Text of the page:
Dubai: Islamic banks in Gulf Cooperation Council (GCC) countries are likely to grow faster than their conventional counterparts and will increase their share in the region's banking system, a Standard & Poor's Ratings Services report said.
The report, published yesterday, said Islamic banks' profitability rates are being hit harder due to lower interest rates and non-core banking revenues as they traditionally operate in this sector more than conventional banks.
However, low interest rates and lower capital market-related gains than 2008 pre-crisis levels are impairing revenue growth for most Islamic banks in the region, leading to profitability convergence with their conventional peers.
"We think Islamic banking will continue to increase its market share in the Gulf, and we expect the operating environment over the next two years to remain supportive for Islamic banks' credit quality," said Standard & Poor's credit analyst Timucin Engin.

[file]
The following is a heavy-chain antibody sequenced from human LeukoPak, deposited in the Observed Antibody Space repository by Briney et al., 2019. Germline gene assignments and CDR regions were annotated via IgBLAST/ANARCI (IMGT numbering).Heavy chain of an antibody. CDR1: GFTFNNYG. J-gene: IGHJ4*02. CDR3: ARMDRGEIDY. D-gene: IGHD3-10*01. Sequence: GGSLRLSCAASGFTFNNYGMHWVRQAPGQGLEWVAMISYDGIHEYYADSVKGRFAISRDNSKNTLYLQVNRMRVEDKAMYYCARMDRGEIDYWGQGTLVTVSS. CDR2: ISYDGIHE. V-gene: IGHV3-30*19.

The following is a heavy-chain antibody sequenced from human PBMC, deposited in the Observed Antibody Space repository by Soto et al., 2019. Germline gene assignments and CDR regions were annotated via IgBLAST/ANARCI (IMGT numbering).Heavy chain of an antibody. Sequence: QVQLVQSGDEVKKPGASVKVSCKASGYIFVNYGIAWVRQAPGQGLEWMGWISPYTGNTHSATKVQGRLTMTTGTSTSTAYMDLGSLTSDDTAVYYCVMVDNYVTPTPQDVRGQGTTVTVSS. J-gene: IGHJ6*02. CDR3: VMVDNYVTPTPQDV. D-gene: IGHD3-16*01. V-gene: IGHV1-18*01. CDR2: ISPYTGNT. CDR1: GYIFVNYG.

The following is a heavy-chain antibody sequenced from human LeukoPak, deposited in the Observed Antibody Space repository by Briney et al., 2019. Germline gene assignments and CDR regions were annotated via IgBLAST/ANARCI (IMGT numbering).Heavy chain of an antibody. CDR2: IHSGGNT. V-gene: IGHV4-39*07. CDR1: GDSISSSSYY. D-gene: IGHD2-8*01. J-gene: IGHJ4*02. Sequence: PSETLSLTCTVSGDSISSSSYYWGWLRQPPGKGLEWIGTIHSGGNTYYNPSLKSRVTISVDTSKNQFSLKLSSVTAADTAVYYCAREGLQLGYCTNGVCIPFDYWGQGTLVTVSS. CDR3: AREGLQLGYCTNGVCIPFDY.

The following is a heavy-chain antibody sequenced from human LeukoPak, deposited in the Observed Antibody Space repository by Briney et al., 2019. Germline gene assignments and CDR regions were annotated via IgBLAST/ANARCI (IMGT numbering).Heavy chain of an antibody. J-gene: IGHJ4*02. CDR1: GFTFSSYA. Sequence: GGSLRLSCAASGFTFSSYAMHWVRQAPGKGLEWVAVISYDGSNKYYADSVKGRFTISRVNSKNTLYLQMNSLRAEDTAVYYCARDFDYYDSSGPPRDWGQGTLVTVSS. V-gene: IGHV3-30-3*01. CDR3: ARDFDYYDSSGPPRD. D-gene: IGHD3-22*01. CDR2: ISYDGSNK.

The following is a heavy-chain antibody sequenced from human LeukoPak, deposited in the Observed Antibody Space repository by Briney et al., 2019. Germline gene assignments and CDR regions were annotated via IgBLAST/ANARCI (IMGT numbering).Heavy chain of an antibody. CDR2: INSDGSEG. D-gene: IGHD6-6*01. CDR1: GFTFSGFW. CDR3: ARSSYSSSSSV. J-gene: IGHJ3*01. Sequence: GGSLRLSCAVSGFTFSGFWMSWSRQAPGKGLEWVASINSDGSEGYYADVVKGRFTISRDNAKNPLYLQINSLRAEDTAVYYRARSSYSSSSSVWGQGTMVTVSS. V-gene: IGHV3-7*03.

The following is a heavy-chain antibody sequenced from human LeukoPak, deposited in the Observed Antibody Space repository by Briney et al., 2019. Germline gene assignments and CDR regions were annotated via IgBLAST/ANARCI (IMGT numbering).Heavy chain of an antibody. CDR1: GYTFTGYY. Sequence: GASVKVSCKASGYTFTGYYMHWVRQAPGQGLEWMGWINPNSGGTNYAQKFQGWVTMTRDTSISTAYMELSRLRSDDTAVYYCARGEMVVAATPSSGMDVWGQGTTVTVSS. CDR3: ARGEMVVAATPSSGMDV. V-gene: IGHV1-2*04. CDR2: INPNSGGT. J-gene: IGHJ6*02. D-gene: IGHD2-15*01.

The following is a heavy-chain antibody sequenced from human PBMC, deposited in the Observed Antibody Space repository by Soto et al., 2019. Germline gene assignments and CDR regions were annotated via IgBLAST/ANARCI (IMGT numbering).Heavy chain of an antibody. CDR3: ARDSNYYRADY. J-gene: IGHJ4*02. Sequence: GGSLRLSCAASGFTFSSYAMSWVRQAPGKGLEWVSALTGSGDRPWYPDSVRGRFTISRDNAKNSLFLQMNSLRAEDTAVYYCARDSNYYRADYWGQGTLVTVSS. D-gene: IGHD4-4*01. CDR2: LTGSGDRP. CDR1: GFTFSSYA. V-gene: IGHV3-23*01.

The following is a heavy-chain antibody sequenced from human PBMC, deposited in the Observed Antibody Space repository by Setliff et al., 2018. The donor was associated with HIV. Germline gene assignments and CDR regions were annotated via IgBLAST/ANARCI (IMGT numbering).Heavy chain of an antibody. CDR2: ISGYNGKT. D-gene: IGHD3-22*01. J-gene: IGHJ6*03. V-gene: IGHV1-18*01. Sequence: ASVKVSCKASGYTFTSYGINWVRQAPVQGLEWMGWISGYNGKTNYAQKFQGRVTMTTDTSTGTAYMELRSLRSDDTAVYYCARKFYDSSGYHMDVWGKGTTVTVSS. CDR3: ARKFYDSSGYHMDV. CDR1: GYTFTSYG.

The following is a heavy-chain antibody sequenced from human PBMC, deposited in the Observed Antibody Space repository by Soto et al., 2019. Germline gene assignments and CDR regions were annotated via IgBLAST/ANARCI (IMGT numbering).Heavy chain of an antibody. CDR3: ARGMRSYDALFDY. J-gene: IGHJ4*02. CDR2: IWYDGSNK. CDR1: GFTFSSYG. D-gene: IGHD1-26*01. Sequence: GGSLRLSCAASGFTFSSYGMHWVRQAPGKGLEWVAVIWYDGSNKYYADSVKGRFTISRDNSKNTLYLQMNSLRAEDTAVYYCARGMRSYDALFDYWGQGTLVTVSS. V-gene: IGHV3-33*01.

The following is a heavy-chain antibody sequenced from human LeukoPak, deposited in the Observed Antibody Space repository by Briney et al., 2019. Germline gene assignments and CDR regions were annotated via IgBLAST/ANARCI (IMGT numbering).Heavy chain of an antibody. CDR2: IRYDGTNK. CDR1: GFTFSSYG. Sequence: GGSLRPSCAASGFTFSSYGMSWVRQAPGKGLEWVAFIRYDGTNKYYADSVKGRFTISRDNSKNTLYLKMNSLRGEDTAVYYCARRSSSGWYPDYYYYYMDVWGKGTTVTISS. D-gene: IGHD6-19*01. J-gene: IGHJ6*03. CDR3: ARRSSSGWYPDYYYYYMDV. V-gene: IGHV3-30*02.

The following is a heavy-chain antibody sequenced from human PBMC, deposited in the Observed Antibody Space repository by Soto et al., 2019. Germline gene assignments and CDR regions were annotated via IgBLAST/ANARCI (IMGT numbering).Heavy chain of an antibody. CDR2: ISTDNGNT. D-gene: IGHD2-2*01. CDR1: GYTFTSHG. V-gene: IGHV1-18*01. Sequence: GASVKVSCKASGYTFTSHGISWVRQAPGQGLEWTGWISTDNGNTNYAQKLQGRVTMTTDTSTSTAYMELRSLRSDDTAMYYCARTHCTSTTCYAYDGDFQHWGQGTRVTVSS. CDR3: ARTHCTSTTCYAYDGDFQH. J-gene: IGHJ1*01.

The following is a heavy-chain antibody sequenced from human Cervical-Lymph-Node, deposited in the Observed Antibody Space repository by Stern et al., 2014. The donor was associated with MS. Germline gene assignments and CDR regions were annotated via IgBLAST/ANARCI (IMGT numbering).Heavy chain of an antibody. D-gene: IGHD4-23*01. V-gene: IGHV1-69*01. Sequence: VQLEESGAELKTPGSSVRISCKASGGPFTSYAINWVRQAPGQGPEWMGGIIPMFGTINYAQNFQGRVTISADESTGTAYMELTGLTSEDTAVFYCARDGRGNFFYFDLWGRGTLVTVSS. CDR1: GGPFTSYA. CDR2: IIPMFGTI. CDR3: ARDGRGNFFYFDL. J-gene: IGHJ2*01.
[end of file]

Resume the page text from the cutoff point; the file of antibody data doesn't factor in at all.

Unless a cycle of higher interest rates that would help Islamic banks to expand their net interest margins emerges, it is expected that convergence between conventional and Islamic banking returns in the GCC region over the next few years will continue, the report said.
Islamic banks are used to rely on strong returns from non-banking activities, such as capital markets and real estate, owing to the inflationary asset valuation cycle in the region consisting of Bahrain, Kuwait, Oman, Qatar, Saudi Arabia, and the United Arab Emirates.
"After their recent credit losses we now expect them to have similar provisioning levels to their conventional peers," Engin said.
"We believe the convergence of returns between the conventional and the Islamic banking models in the GCC region is here to stay," Engin said.